How did the Serbian real estate residential market do during the Covid pandemic?
in Blog

Covid acts as a multiplier for the international real estate market.

A global trend is clearly visible. High government debt, not only due to Covid spending programs, has plunged many countries into a debt crisis. Cheap money and the fear of inflation is driving people worldwide into assets - it is gold, shares and real estate. However, there was already a high demand for real estate before Covid. Many needs for attractive housing can now no longer be met, further fueling demand and prices are consequences. Regionally, a change in demand for properties with special location advantages has also been noticeable for some time. Especially the housing market in large and attractive capital cities is flourishing. However, countries with potential for economic development are increasingly coming into focus. The focus is on Eastern Europe and especially South-Eastern Europe.

Attractive capital cities are currently Warsaw, Prague, Bratislava, Budapest, Zagreb and Belgrade. It does not always make economic sense for the real estate industry to concentrate projects in centres, but it is happening nonetheless. Currently, despite price increases, there are still serious differences in prices per square metre, which range from 4,000 to 14,000 euros in Europe from the Czech Republic to Hungary to Germany.
This is especially true for prices of buildings intended for rental flats. These are intended for people who cannot afford to buy these flats. Basically, fewer and fewer people will be able to afford flats.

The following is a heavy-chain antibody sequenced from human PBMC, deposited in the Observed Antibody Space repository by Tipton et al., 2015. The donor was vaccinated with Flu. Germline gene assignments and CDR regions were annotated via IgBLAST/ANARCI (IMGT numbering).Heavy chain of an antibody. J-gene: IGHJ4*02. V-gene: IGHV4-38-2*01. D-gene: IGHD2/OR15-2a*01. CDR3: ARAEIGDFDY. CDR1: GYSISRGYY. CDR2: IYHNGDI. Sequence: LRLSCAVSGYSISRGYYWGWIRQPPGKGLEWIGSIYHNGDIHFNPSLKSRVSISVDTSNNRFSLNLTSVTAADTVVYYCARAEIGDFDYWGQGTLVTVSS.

Another international trend will emerge as a result of Covid: buildings in sectors that suffered particularly under Covid with many bankruptcies, such as in the tourism industry, will increasingly be put to a new use. Many former hotels, for example, will be converted into residential buildings. On the other hand, there are many opportunities for the real estate industry in the purpose conversion of buildings.

New investors will also enter the scene. The interest of Chinese investors in real estate in emerging economies like Serbia is discernible, but so is the emergence and interest of new types of investors: Funds, foundations, family investors looking for projects in Southeast Europe, is quite evident.

Serbia with Belgrade is close to becoming a top region soon.

Serbia has great potential for real estate and this potential continues to grow. The demand for real estate is by far higher than the supply - a constant price increase is therefore to be expected. For attractive locations such as Belgrade city centre, prices already range from €2,300 up to even €8,000/sqm, such as for the Kula Belgrade Tower in Belgrade Waterfront. Out in Downtown, you can already find something for €2,000 per m². Prices outside Belgrade are around €700 per m² and still seem relatively cheap in comparison.

The housing market in Belgrade continues to be one of the most resilient real estate segments, despite Covid. In 2020, the number of flats with granted building permits in the Belgrade area increased by 30% compared to the previous year. However, in the first quarter of 2021, the comparative figures have almost halved compared to the same observation period in 2020, most likely due to the vulnerable epidemiological situation in Serbia at the beginning of 2021. But this should not indicate a negative trend. Looking at the current projects in the pipeline, there is practically no part of the city where new projects are not being built or announced.

The most developing area of construction activity remains the New Belgrade district, where the most attractive locations are around Airport City with several active projects such as Wellport West 65 The One, Zepterra Savada 3 New Minel and Elxir Gardens.

A positive trend for transactions is expected to continue in 2021.

Compared to other industrial sectors, the Serbian real estate industry should emerge stronger from the Corona crisis.